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Job Interviews: What’s Your Greatest Weakness?

Job Interviews: What’s Your Greatest Weakness?

A typical job interview all too often includes those annoying interview questions like “What’s your greatest weakness?” or “What’s your greatest strength?” Odds are some form of the greatest weakness question will be aimed your way as you sit in the interview Q & A hot seat, trying your best not to sweat your greatest weakness answer as much as Albert Brooks sweat in the film Broadcast News.

OK. I admit I also sometimes use the oh-so-annoying greatest weakness question (and others like that) when I do an interview. Not that there’s any one absolutely right answer I’m looking for. Asking about weaknesses in an interview (and the way you answer the question) helps me see how a person will react, even when confronted by the obvious. You can learn a lot about a person as they answer seemingly simple questions.

In fact, I was interviewing someone the other day. After only a few minutes, I knew he was probably going to get a second interview. But it’s my job to dig deeper and also look for things that need to be explored in the next round. In addition, if I pretty much know they’re moving on, I like to give people practice for the next interview. So in this case, I went to some of those standard interview questions, including “What’s your greatest weakness?”

Well, this guy started to answer it without any subterfuge and without the typical “I know this is one of those trick questions” tone of voice. I was pleasantly surprised. (Keeping it as real as possible is always a good idea – although there are times when it’s ok to let the interviewer in on your recognition of an old standard.) But then my interviewee kept going – trying to give me the most thorough and honest answer ever I think – including several examples of how sometimes he gets caught up in the tiny details of a problem…almost to the point of obsessing. I actually got nervous for him. “Don’t tell me too much!” I wanted to coach.

Truth is, he was so sincere and talented he didn’t hurt himself with me by trying so hard to give a thorough answer. But that might not have been the case with all interviewers. So when you get a question like this, just know that it’s ok to stop at the summary of the weakness like “I can get caught up in the details sometimes.” But then your follow-up should be something like you are aware of this and have been learning how to balance being thorough with the other things you have to get done. And have a great real life story from one of your jobs to back up whichever weakness you choose to answer this interview question!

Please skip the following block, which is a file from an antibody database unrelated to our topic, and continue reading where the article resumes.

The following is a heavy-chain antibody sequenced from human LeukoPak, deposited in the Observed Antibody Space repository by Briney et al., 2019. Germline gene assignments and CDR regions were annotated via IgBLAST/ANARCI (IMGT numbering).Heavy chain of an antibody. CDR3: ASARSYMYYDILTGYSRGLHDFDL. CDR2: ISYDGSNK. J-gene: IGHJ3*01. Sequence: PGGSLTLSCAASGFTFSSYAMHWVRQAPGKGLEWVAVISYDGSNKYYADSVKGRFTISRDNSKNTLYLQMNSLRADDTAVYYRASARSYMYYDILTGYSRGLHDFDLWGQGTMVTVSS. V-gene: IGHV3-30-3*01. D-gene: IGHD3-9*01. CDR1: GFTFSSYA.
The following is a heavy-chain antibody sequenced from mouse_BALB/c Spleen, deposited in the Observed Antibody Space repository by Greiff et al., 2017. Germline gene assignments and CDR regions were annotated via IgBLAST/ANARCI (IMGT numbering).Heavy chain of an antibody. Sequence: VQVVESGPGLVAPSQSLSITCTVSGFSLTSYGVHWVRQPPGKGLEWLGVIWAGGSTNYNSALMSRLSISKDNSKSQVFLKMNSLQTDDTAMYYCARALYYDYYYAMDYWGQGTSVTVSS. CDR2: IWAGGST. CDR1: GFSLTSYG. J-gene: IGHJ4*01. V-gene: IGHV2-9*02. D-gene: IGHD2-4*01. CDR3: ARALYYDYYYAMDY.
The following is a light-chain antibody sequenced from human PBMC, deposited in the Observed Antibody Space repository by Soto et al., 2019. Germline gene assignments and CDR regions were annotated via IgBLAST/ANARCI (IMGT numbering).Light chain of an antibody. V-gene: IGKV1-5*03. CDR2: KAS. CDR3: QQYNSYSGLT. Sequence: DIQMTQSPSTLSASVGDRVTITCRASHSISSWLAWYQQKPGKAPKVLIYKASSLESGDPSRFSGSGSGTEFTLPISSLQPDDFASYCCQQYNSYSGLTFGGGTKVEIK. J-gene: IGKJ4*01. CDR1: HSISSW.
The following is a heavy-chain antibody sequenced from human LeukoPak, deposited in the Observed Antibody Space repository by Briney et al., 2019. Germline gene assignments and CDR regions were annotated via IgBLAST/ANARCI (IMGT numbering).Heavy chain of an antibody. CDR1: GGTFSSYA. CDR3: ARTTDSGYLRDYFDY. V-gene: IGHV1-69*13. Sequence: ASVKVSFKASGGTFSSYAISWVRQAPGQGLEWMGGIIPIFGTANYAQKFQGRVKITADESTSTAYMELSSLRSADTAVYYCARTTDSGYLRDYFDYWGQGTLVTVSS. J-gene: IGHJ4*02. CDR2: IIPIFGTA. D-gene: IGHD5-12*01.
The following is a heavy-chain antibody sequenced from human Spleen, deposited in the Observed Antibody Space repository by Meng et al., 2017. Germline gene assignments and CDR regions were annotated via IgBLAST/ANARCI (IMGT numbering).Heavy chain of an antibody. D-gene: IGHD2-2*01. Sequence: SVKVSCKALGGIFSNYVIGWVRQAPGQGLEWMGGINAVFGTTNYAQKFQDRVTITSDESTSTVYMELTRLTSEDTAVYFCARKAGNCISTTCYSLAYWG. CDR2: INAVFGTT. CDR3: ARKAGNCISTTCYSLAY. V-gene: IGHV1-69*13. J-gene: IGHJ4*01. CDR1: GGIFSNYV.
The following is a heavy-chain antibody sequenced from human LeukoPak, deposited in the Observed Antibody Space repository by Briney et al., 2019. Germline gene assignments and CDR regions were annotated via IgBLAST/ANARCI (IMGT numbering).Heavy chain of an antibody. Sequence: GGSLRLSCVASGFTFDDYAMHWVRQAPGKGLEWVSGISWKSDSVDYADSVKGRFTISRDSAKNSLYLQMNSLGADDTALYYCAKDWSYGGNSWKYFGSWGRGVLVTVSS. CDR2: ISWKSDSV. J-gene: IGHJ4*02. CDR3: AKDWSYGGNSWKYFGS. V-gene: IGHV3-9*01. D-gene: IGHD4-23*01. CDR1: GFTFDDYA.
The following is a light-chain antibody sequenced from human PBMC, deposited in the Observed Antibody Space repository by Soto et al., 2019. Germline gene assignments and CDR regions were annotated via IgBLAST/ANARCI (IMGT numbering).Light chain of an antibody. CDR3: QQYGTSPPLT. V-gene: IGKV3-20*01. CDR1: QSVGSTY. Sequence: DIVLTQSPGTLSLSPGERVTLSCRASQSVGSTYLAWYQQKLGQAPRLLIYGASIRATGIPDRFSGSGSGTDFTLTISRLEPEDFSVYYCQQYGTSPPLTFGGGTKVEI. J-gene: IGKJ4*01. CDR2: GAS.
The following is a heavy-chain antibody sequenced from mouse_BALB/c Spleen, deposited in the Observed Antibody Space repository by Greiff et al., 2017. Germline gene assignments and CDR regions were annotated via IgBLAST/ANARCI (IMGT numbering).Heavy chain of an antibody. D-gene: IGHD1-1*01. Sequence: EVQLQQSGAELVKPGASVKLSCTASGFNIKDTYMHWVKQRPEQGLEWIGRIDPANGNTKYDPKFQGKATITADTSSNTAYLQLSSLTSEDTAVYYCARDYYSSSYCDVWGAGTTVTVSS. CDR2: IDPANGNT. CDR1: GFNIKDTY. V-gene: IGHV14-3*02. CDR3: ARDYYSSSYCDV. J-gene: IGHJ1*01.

Whatever you do, it’s probably best to keep your answer to this one fairly short. There are some interview questions where it’s good to expand your answer so you can throw in cool stuff about yourself. This is usually not one of those questions – unless, as I mentioned, you have a good story to tell about how you overcame your great weakness…or at least have been making progress.

An example would be if you had a fear of public speaking, worked on that fear, and wound up becoming a lecturer on some topic. Now that’s something an interviewer would like to hear. (Uh…please don’t use this story unless it’s real. Stuff like that can come back to bite you.) But if your story isn’t that strong, probably best to keep it short and sweet when answering the weakness question.

Let’s be honest. Most people just throw in these questions to fill out the interview anyway. You get a good idea within the first few minutes of interviewing a person whether this is someone you want to seriously consider. I doubt any interviewer is really looking to get you to reveal some deep dark weakness like “I steal office supplies” or “I’ve lied all over my resume and hope you don’t find out.” DOH!

But even if you make a great first impression, you can still trip yourself up with a bad answer. While there is no one right way to answer this interview question, it helps to come prepared with something good based on who you really are (some employers are serious about the question and want to see how self-aware you are). And make sure your tale of weakness has a natural positive spin – like the ones above or any good example from real life about how you turned some weakness around.

So to summarize my greatest weakness interview question tips: Keep it short, leave with a positive thought, and then just shut up until you get the next question. If the interviewer pushes the question, try your best to specifically answer what was asked (shows you’re listening) but again keep it short and stay as positive as possible.

Oh…and in case you’re wondering, the guy I interviewed has super skills and gave a good second interview, so he’s moving on to the final interview. But in the interim, an anonymous someone clued him in about how to answer the dreaded weakness interview question – just in case. Shhh! Don’t tell anyone.

About the author…

Ronnie Ann, founder of Work Coach Cafe, bases her real-world advice on her many years as an organizational consultant where she helped interview and hire people, added to a certificate from NYU in Career Planning & Development and her own adventures as a serial job seeker. She can also be found on her new blog, and on Google+.

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